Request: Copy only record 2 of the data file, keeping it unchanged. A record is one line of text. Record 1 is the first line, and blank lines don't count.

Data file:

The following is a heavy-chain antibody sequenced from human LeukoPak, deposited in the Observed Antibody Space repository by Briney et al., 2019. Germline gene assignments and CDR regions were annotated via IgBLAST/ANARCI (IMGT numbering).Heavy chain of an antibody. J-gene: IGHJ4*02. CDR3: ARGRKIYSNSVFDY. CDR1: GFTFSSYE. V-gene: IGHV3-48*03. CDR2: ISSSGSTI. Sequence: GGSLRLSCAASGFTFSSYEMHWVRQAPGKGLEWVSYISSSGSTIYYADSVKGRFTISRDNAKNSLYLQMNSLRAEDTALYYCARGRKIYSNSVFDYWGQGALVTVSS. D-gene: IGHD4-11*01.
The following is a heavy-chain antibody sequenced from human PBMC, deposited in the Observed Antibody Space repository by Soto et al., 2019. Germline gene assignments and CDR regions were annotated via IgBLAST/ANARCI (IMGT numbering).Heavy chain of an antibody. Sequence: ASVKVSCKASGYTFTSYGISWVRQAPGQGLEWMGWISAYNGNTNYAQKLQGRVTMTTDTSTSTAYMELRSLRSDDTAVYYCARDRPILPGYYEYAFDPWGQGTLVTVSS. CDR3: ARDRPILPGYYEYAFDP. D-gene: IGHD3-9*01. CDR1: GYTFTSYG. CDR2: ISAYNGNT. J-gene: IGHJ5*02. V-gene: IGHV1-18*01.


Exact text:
The following is a heavy-chain antibody sequenced from human PBMC, deposited in the Observed Antibody Space repository by Soto et al., 2019. Germline gene assignments and CDR regions were annotated via IgBLAST/ANARCI (IMGT numbering).Heavy chain of an antibody. Sequence: ASVKVSCKASGYTFTSYGISWVRQAPGQGLEWMGWISAYNGNTNYAQKLQGRVTMTTDTSTSTAYMELRSLRSDDTAVYYCARDRPILPGYYEYAFDPWGQGTLVTVSS. CDR3: ARDRPILPGYYEYAFDP. D-gene: IGHD3-9*01. CDR1: GYTFTSYG. CDR2: ISAYNGNT. J-gene: IGHJ5*02. V-gene: IGHV1-18*01.